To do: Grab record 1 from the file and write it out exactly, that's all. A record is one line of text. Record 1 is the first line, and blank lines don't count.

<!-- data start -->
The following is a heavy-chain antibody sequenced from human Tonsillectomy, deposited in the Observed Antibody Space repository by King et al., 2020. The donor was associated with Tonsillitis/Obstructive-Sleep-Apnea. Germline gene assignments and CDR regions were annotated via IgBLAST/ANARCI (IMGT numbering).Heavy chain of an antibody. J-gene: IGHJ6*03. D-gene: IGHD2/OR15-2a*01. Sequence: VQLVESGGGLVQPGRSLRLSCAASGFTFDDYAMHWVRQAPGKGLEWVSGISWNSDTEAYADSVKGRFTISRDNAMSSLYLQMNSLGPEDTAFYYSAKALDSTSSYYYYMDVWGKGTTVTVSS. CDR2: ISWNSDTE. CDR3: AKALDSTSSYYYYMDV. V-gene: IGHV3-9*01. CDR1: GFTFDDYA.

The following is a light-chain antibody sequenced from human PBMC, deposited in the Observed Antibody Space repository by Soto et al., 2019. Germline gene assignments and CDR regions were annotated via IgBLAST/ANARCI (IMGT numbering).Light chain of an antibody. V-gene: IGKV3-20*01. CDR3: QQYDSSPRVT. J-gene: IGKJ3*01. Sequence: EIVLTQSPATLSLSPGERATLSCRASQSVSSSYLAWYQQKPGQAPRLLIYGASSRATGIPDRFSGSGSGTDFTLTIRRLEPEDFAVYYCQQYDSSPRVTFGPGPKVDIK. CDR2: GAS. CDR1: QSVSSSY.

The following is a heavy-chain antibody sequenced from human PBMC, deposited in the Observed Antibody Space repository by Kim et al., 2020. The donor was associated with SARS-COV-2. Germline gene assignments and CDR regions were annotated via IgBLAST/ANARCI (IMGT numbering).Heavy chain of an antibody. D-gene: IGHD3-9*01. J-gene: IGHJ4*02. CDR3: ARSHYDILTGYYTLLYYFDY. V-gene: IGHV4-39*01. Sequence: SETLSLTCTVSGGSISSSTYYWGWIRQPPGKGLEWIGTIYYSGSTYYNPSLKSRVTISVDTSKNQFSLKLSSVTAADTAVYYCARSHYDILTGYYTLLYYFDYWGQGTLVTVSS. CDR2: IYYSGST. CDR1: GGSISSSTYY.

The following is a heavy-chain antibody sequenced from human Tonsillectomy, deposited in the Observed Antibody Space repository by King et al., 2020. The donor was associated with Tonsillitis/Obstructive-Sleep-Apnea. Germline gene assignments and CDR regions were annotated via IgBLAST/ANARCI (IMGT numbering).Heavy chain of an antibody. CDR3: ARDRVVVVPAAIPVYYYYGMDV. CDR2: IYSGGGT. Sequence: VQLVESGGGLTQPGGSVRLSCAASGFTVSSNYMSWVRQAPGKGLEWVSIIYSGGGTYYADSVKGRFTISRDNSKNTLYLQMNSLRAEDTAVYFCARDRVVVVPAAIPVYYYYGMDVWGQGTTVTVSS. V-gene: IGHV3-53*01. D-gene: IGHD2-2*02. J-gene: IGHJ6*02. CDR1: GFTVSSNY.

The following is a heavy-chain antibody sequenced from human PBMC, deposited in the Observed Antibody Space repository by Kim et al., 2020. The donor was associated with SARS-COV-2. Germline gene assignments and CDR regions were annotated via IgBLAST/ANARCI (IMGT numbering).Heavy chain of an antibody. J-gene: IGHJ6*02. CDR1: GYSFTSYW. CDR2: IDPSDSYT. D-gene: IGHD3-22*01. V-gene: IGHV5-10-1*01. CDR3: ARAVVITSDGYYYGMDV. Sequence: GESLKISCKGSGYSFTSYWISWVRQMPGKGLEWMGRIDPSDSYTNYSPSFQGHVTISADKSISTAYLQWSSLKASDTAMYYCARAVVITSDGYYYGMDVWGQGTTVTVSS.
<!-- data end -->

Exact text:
The following is a heavy-chain antibody sequenced from human Tonsillectomy, deposited in the Observed Antibody Space repository by King et al., 2020. The donor was associated with Tonsillitis/Obstructive-Sleep-Apnea. Germline gene assignments and CDR regions were annotated via IgBLAST/ANARCI (IMGT numbering).Heavy chain of an antibody. J-gene: IGHJ6*03. D-gene: IGHD2/OR15-2a*01. Sequence: VQLVESGGGLVQPGRSLRLSCAASGFTFDDYAMHWVRQAPGKGLEWVSGISWNSDTEAYADSVKGRFTISRDNAMSSLYLQMNSLGPEDTAFYYSAKALDSTSSYYYYMDVWGKGTTVTVSS. CDR2: ISWNSDTE. CDR3: AKALDSTSSYYYYMDV. V-gene: IGHV3-9*01. CDR1: GFTFDDYA.